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Xnxx 2014

Pursuant to the WIPO Overview of WIPO Panel Views on Selected UDRP Questions, Second Edition (“WIPO Overview 2.0”), at paragraph 2.2, “factors a panel tends to look for when assessing whether there may be rights or legitimate interests would include the status and fame of the trademark, whether the Respondent has registered other domain names containing dictionary words or phrases, and whether the domain name is used in connection with a purpose relating to its generic or descriptive meaning”.In the present case, there is no evidence of any fame of the mark at the time that the disputed domain name was registered, but there is evidence of the Respondent registering similar three and four-letter domain names.

The Complainant’s reference to Google Trends may arguably show that “xnxx.com” has been searched to some degree on Google since 2004, but that it has only recently become a more common search term, suggesting that in fact the domain name was not widely known in 2004.The US trademark registration certificate on its face, shows that the registrant is “VLAB Limited”, a Hong Kong company, and not the Complainant.No assignment agreement in respect of this trademark has been submitted that would explain this discrepancy.d) Failure to Prove Common Law Rights Themselves Even assuming that an actual assignment of common law trademark rights in favour of the Complainant existed, the Complainant has failed to prove the existence of any common law trademark rights themselves.Here, the Complainant has not submitted any evidence of the income or sales produced in association with the purported common law trademark, volume of customers or of Internet traffic associated with the purported common law trademark, or any volume or scope of advertising and marketing associated with the purported common law trademark.The Complainant cannot rely upon a trademark that is apparently registered to another entity, and as such, the Complainant has not proven that it is the owner of any registered trademark rights.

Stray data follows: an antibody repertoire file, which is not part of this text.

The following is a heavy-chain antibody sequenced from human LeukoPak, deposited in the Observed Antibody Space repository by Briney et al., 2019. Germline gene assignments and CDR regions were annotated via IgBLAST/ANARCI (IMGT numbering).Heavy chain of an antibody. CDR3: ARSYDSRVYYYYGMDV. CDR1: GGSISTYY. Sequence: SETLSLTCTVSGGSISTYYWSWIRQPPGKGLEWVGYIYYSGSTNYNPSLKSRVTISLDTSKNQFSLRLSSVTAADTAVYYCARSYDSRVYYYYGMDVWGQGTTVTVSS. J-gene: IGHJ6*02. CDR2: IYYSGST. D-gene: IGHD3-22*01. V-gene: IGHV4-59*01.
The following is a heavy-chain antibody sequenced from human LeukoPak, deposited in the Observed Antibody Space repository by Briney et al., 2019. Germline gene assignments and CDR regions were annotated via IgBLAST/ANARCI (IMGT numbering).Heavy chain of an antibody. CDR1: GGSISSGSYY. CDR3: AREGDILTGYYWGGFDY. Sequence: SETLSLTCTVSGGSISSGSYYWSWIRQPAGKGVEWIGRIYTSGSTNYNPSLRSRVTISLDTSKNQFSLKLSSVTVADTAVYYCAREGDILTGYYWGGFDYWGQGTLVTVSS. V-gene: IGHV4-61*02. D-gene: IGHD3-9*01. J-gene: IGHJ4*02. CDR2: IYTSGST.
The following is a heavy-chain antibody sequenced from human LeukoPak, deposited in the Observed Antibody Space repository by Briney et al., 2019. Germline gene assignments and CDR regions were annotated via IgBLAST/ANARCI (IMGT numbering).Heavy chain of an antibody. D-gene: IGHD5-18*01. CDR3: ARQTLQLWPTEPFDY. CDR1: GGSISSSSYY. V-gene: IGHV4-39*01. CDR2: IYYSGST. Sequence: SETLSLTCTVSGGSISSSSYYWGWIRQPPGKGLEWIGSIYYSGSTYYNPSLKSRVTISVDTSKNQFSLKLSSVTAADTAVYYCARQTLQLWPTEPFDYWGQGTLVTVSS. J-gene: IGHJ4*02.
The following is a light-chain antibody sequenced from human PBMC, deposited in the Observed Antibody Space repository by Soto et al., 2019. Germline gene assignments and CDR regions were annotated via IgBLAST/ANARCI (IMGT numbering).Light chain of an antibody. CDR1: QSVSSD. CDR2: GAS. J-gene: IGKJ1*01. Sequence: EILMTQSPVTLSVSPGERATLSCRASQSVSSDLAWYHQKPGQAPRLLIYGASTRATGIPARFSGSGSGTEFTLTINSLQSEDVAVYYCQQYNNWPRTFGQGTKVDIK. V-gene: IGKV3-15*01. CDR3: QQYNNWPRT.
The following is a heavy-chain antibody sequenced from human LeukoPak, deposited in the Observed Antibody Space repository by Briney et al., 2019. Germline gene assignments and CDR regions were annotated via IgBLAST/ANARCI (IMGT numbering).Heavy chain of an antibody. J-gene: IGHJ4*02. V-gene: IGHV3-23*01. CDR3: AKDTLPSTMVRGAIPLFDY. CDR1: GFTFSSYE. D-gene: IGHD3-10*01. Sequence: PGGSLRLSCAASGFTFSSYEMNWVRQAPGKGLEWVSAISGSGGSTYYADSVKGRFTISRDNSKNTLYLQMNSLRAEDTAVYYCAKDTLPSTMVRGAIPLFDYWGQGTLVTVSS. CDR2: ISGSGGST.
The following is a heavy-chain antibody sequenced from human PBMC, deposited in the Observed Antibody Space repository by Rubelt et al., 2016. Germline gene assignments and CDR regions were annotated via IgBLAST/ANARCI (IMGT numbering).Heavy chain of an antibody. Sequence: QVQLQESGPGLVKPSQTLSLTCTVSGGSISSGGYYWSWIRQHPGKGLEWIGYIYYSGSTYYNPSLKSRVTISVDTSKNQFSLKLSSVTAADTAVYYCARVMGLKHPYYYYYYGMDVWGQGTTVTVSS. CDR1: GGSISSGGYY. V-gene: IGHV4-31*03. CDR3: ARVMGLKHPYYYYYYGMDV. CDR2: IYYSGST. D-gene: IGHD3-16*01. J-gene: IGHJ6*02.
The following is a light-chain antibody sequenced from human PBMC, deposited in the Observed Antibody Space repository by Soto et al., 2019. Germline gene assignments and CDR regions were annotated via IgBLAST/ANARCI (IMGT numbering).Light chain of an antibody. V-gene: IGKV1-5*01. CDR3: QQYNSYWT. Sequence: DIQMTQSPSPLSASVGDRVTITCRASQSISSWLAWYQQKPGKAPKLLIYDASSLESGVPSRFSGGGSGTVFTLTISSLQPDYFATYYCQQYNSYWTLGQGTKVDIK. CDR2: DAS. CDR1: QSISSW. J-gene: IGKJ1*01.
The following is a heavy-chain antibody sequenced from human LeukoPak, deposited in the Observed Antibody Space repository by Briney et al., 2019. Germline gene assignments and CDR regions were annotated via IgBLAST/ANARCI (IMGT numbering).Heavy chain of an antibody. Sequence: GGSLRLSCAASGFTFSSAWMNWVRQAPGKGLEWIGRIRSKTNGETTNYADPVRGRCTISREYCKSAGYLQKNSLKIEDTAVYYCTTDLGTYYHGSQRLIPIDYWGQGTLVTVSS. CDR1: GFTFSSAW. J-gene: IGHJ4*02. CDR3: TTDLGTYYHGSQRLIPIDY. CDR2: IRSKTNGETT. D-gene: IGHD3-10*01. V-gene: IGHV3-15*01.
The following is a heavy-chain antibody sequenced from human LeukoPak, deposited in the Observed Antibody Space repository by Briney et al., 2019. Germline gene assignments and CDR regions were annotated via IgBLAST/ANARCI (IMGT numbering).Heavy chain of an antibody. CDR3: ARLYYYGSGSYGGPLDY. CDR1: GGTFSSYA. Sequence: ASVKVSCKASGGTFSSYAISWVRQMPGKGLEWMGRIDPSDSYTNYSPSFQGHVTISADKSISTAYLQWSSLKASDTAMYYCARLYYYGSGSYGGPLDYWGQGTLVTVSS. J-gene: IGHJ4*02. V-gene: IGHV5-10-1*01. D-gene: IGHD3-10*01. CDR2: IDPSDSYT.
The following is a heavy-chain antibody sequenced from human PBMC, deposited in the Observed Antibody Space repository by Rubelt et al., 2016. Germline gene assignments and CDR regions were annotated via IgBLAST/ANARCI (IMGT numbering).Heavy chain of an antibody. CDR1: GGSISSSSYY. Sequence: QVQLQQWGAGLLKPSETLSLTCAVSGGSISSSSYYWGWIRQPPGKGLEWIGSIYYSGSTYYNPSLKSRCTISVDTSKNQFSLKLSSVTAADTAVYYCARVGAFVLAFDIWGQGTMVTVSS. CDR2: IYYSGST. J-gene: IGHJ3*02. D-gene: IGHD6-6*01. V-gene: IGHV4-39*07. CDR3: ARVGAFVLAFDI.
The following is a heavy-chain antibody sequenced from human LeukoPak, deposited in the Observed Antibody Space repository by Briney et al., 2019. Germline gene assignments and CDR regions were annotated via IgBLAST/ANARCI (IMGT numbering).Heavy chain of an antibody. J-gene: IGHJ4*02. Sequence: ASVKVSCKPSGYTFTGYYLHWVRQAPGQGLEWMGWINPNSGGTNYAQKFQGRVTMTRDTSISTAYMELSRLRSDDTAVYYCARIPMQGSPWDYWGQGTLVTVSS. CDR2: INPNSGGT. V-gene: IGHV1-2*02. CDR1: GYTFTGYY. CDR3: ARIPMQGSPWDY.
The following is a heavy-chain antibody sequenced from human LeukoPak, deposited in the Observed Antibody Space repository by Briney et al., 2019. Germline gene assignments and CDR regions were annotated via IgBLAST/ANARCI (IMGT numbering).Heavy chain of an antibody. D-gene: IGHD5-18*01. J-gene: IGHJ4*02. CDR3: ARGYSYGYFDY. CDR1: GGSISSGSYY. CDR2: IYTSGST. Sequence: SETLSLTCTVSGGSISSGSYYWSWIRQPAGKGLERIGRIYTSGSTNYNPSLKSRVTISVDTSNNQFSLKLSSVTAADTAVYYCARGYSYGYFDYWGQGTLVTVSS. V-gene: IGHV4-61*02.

In the absence of any registered trademark rights as aforesaid, the Complainant must be able to demonstrate common law trademark rights under the Policy.

Accordingly, the Respondent submits that since the Complainant has failed to satisfactorily demonstrate its own rights, that the Panel need not even consider the question of the Respondent’s rights and legitimate interest.

However, the Respondent claims to be able to demonstrate its rights and legitimate interest.

Consequently, the Complainant’s claim that it has “been using” its purported mark since 2004, is unsubstantiated and contradicted by the available evidence.

b) Failure to Show Chain in Title to Purported Common Law Rights Even if the Complainant itself could not have possibly have used the purported mark since 2004 as claimed, the Complainant has not provided any evidence to establish any chain of title to common law trademark rights which might, ostensibly, support a claim that it is the recipient of an assignment of the purported common law rights from earlier on.

In the absence of “strong and serious evidence”, the Complainant has not proven the existence of common law trademark rights.